I spent summer in Beirut, in the smog and the racket, between emotional extremes, as Lebanon can only be lived. It struck me one day when I was walking down the street: I am not seeing smiling faces. I am not hearing laughs. All I saw around me were drawn faces, that despite the fireworks flaring the sky and fraying our nerves on a nightly basis.
Everyone knew that the joy after the Doha agreement was only temporary. When clashes erupted in Beka` and then in the north, the reaction in Beirut was one of fear followed closely by one of nonchalance. When the government was formed, the nonchalance persisted. It persisted through the cynical love fest that came nipping at its heels. George Adwan welcoming the freed prisoners at the airport??? Hizballah giving the honor of an official welcome for its heroes to those who want it destroyed??? Junblat talking about Palestine, Arabism, and resistance (again???)??? It was all a replay of a bad nightmare. One is left at a complete loss. What is more nauseating: when our leaders agree or when they do not agree?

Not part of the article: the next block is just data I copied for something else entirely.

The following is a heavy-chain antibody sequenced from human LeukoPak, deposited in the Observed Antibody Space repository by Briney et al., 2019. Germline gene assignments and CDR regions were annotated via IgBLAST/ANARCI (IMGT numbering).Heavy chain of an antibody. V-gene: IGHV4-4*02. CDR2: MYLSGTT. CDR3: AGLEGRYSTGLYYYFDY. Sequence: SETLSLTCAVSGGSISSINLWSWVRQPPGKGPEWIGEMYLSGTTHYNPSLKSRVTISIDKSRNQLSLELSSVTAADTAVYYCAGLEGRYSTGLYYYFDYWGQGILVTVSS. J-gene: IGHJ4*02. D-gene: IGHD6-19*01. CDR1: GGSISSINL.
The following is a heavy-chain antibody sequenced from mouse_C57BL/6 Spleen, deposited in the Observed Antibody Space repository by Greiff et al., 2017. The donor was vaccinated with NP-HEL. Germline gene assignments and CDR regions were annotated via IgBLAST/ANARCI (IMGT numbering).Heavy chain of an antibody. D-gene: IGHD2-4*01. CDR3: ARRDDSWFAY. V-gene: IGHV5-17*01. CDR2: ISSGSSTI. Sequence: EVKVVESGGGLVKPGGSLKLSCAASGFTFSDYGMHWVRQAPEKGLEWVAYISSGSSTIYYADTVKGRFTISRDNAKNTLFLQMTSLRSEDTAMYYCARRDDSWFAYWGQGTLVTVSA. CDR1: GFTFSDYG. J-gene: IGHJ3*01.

Granted, Hizballah achieved something. Some people asked if the price was worth it, pointing out the number of deaths, the war, the destruction. All to free someone who, for all we know, is a child murderer. But most people did not ask that question because it is irrelevant. The prison break and the theatrical talk that ensued on stage was nothing but a charade in bad taste. Samir Quntar was an excuse, all the better because he is not Shiite. And we all know that chances are he will be running for elections, not crawling back to Jerusalem (will he be sidelined like other freed prisoners who tried to challenge Hizballah’s electoral dominance in the south?).
Samir Quntar has been reading the news in prison, however, and he knows he can say whatever he wants and no one will hold him accountable. Everyone does it, after all. In Lebanon, no one is ever held accountable for their verbal gymnastics. So, kiss George Adwan on the cheek and onward to Jerusalem!